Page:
Social media in the election, news cycle


Screenshot of Donald Trump’s Twitter account from Nov. 9. 

The era of social media took off when Mark Zuckerberg launched Facebook in February of 2004. 

Since then, 1.59 billion people use Facebook, 400 million people use Instagram and 320 million people use Twitter, according to AdWeek. 

Social media worked its way into the political sphere during Barack Obama’s 2008 presidential campaign. 

The New York Times credited the internet with his nomination from the Democratic party that year.  

Political consultant Joe Trippi told the Times Obama used the internet to do the same amount of work that an army of volunteers and paid organizers would have had to do in the past. 

Social media has played a similar role in the 2016 presidential election. 

Donald Trump has amassed 13.1 million Twitter followers and Hillary Clinton has 10.3 million Twitter followers. Countless heated Twitter exchanges have happened between both campaigns. 

UK associate professor of political science Stephen Voss said social media has not had much impact on elections as far as outcomes, but rather how fast voters get information.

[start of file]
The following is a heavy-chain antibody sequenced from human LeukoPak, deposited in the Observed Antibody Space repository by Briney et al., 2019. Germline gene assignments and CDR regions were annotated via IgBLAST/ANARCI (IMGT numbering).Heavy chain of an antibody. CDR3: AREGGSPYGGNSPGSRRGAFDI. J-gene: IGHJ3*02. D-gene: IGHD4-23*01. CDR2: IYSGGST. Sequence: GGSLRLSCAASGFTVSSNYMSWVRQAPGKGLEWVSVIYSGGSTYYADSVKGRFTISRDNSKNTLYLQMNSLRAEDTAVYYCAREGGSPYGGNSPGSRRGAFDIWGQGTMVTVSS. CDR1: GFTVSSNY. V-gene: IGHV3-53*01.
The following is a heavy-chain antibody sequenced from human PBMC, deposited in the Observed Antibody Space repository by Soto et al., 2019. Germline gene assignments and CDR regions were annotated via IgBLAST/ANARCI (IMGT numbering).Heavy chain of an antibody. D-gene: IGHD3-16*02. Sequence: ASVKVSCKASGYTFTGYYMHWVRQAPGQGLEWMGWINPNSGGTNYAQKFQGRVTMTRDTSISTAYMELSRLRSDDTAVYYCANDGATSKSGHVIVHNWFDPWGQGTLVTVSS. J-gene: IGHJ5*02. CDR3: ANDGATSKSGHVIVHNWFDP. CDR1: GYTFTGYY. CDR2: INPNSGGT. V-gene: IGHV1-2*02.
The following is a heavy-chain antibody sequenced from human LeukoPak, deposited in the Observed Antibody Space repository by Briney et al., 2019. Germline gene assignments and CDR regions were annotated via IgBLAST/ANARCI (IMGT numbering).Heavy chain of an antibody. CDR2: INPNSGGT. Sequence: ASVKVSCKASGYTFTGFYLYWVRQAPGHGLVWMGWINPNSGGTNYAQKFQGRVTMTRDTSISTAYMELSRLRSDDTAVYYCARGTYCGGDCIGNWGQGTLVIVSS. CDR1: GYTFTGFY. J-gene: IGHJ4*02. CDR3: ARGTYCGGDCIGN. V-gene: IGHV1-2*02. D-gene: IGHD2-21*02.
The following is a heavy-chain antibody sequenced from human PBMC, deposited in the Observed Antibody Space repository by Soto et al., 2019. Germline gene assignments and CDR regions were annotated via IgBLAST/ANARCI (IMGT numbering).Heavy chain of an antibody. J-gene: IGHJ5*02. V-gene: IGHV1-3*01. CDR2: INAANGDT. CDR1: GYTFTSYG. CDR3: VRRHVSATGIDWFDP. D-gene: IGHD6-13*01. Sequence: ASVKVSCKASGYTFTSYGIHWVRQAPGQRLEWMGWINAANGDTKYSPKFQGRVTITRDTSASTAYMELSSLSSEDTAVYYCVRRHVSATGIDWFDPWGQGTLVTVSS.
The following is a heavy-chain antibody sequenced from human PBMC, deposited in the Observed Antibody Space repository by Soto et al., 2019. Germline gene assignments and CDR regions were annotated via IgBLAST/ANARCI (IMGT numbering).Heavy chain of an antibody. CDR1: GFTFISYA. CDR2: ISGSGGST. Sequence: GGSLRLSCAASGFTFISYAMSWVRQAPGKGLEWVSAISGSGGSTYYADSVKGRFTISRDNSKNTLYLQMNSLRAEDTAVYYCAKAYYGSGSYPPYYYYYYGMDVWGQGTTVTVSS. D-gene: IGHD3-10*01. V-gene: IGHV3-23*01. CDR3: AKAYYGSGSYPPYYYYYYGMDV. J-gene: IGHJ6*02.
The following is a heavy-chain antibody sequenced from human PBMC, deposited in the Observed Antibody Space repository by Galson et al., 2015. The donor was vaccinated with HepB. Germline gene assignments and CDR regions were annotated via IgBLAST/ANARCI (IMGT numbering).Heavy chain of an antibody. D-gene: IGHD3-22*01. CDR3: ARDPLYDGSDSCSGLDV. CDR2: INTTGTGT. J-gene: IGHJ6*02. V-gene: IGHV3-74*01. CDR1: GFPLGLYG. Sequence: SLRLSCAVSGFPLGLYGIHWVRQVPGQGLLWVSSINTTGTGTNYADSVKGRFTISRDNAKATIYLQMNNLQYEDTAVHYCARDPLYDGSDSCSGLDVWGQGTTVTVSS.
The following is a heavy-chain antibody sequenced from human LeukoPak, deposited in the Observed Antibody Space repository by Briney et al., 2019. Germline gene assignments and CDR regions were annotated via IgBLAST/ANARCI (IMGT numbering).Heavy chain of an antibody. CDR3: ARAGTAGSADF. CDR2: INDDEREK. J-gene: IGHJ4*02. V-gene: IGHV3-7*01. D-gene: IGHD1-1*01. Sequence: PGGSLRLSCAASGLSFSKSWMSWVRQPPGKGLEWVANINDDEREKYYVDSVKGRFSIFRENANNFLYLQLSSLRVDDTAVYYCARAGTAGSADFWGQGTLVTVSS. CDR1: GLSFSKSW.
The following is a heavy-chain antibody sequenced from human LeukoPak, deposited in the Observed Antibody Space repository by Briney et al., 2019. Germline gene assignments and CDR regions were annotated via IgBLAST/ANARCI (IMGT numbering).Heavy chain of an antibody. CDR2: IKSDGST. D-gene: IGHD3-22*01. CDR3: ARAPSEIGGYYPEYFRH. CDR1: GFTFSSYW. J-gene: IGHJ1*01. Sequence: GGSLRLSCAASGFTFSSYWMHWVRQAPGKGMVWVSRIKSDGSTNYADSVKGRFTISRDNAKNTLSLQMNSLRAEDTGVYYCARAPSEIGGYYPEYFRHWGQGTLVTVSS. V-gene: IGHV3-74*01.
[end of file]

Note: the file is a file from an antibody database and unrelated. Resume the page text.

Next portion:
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Voss said a lot of people rely on the free content and information they receive from social media. 

The biggest impact social media has had is on the news media, Voss said. He said the news cycle has sped up and newspapers have been “decimated” by social media and free content. 

“I think the major effect that social media has had is it took away from some of the established institutions, the old press corps and the political parties,” he said. “It took away from them the influence they used to have in terms of filtering information based on its credibility.” 

Voss said negative and attacking social media posts are more likely to be shared on social media. He pointed out when Fox News falsely reported Hillary Clinton would be indicted after the FBI re-opened the investigation on her emails. The false information got shared hundreds of thousands of times and when Fox retracted it, the correction was only seen by a few thousand. 

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Social media has real bias toward irresponsible and “flat out” inaccurate claims and statements, Voss said. 

“Whether that is ultimately going to change how people vote, no, it looks like not, but it has made the campaigns very negative, very focused on trivial details and debates,” Voss said. “It’s had an unhealthy effect on the process, even if it is not going to have much effect on outcomes.”